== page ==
• If a server is exposed online it's already being attacked, probably at random and not machine targeted. Whether the attack succeeds or how far in the attack gets is another matter and depends on firewall settings, honeypots, etc. .
  • Security is not tangible. It is a feeling. You should always be expecting attacks.

  • by tlambert ( 566799 ) on Tuesday June 09, 2015 @12:07PM (#49876255)

    "Should We Expect Attacks When Windows 2003 Support Ends?"

    There's a bit of lag between the time Microsoft EOL's a platform, and their interns are able to start turning out exploits to force you to "upgrade" to their next platform in order to keep their revenue stream intact, so you'll have at least a medium sized window before you should start expecting attacks.

    As Microsoft gets better at producing exploits for their own operating systems before they announce an EOL event, expect things to improve, and the window to become narrower, to the point where they are able to release exploits the same day as the EOL date.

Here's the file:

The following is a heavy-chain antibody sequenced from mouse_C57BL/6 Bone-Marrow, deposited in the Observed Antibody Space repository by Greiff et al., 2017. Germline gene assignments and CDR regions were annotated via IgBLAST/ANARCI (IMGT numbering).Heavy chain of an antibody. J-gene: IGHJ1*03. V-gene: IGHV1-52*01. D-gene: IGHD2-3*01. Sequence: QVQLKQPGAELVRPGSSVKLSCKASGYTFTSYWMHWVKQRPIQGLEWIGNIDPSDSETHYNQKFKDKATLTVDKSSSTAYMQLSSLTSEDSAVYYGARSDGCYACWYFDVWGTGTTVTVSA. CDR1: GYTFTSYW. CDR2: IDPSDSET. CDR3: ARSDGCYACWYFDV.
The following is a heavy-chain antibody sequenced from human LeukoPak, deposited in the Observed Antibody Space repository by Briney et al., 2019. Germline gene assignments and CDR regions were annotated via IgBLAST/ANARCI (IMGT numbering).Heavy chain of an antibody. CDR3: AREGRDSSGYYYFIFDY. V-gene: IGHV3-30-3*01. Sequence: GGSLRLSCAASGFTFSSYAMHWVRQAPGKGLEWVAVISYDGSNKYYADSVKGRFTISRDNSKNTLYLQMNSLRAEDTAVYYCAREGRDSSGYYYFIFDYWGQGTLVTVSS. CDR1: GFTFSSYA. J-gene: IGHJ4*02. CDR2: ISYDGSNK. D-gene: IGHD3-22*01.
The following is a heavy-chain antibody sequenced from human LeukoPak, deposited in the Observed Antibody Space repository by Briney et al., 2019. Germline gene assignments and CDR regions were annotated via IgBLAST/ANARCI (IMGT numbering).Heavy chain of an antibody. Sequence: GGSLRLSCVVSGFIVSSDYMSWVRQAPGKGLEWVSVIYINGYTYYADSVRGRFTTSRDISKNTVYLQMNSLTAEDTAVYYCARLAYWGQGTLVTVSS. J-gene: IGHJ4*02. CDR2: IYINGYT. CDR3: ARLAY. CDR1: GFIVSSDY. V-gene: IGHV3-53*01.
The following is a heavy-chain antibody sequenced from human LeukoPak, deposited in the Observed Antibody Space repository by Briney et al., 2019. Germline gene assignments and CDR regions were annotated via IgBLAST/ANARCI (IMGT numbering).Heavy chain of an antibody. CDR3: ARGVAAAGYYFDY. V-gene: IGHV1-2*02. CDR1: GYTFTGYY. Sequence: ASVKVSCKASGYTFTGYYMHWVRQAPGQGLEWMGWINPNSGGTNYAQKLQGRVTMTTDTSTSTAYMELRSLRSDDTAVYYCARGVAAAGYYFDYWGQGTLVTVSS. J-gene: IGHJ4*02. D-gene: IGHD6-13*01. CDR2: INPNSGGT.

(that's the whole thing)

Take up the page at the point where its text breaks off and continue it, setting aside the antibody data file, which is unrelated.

• What is the point for attackers to continue attacking a Windows without support? They should all move along to newer versions,
    and that includes ceasing the use of any already compromised machines.

  • So there's a small subset of IT managers out there who get stuck with lousy budgets. I do a bunch of consulting and get into different businesses and some managers play a game:

    Step 1: ask for a bunch of money as a capex expense to migrate servers. Let that request get denied.